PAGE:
cause I will publish the name of the Lord; ascribe ye greatness unto our God. He is the rock, his work is perfect; for all his ways are judgment: a God of truth, and without iniquity, just and right is he," Deut. xxxii. 3, 4.

Having thus raised them above every mean, every selfish consideration; and placed them, and made them to feel themselves in the awful presence of the great God, "who is righteous in all his ways, and holy in all his works," he descends abruptly, by a transition quick

lightning, to the censure he had in view. But even then, he insinuates it, rather than charges it home; and speaks for some time as of strangers, as of persons absent; and constitutes his auditors judges as it were of the case of others, not their own; and by employing the address of the third person, they and their, leaves them for a moment in uncertainty whom he could mean; and when he comes at length to address them in the second person, and to use the terms thee and thy, how delicately is the application qualified, by the introduction of every tender, every melting, every conciliating circumstance! "They have corrupted themselves, their spot is not the spot of his children: they are a perverse and crooked generation. Do ye thus requite the Lord, O foolish people and unwise? Is not he thy Father that hath bought thee? hath he not made thee, and established thee," Deut. xxxii. 5, 6. He then goes into a recapitulation, partly historical, partly poetic, partly allegorical, at once to refresh the memory, to fire the imagination, and to exercise the invention, of the divine conduct towards them and their fathers, during many generations, that the conclusion he was about to draw might fall with irresistible weight upon the minds of all; that their base ingratitude and desperate folly might appear to themselves in a more odious light, when contrasted with the wisdom, goodness and loving kindness of the Lord. This occupies a considerable part of the chapter, from the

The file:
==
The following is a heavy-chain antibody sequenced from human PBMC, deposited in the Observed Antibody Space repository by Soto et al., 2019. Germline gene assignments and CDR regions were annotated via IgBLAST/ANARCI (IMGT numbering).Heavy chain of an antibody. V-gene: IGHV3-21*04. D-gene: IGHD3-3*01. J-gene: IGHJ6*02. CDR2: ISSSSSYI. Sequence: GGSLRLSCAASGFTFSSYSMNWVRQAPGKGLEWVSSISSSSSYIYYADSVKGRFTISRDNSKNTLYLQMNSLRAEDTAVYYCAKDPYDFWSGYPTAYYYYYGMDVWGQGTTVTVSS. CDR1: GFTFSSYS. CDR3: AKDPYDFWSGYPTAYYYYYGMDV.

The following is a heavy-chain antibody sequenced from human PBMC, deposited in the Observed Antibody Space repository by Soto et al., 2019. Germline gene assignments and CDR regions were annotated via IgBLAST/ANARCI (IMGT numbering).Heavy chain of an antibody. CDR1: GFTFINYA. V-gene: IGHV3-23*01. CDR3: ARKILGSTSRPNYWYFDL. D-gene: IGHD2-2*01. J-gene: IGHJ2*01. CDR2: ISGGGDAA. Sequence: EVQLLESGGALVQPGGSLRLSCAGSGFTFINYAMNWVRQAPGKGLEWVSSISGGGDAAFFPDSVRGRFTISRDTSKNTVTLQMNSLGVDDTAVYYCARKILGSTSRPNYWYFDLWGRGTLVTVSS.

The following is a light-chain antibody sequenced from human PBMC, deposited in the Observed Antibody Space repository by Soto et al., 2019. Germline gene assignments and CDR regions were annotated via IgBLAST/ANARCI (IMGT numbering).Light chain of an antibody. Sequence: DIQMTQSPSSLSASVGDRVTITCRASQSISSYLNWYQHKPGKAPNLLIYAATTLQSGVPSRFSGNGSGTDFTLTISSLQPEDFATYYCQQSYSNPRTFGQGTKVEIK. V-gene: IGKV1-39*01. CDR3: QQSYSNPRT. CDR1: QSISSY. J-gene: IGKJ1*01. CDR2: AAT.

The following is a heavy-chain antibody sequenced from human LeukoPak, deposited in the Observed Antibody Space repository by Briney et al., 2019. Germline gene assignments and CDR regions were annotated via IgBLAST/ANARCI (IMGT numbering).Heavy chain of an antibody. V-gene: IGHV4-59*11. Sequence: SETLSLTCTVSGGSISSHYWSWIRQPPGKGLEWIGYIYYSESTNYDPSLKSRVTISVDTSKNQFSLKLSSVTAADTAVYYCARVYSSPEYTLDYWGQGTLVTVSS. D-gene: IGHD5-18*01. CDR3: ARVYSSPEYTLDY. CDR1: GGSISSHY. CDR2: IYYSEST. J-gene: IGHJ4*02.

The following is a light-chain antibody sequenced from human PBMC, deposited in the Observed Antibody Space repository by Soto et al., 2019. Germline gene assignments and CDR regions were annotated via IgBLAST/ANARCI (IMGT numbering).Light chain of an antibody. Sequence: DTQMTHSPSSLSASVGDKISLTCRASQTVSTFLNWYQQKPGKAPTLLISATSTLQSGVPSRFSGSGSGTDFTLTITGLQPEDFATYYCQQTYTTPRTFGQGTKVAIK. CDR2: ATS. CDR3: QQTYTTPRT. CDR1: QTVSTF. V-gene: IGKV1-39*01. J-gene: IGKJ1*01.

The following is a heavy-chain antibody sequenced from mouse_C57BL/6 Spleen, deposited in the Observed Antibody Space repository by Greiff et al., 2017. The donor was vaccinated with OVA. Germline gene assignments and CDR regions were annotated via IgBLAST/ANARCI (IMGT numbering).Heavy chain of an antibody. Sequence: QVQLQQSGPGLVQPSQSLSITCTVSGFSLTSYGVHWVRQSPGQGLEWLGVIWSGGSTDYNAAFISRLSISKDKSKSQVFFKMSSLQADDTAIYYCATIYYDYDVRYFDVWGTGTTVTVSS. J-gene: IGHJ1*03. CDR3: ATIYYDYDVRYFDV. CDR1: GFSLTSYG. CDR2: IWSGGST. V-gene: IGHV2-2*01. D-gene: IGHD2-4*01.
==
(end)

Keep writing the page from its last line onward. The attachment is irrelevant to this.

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seventh verse to the eighteenth, and a passage it is of exquisite force and beauty, as I am convinced you will also think upon a careful perusal of it.